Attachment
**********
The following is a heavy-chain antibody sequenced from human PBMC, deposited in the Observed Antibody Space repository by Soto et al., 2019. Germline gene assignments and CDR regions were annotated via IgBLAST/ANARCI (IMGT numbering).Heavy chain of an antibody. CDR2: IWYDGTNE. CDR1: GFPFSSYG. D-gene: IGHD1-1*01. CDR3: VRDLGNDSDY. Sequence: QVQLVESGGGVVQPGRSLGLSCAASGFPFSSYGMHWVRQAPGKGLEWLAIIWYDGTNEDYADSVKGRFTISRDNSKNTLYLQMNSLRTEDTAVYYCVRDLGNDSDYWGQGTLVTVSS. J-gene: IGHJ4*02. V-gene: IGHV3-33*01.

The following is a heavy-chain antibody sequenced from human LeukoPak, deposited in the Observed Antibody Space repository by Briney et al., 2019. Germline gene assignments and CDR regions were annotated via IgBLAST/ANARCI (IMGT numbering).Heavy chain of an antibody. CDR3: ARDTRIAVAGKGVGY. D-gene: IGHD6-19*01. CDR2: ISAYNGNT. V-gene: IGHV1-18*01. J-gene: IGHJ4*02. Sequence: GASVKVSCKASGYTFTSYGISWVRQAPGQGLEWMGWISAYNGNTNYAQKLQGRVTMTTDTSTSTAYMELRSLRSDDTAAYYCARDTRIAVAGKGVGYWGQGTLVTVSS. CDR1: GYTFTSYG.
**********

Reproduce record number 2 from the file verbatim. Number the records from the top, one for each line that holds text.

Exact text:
The following is a heavy-chain antibody sequenced from human LeukoPak, deposited in the Observed Antibody Space repository by Briney et al., 2019. Germline gene assignments and CDR regions were annotated via IgBLAST/ANARCI (IMGT numbering).Heavy chain of an antibody. CDR3: ARDTRIAVAGKGVGY. D-gene: IGHD6-19*01. CDR2: ISAYNGNT. V-gene: IGHV1-18*01. J-gene: IGHJ4*02. Sequence: GASVKVSCKASGYTFTSYGISWVRQAPGQGLEWMGWISAYNGNTNYAQKLQGRVTMTTDTSTSTAYMELRSLRSDDTAAYYCARDTRIAVAGKGVGYWGQGTLVTVSS. CDR1: GYTFTSYG.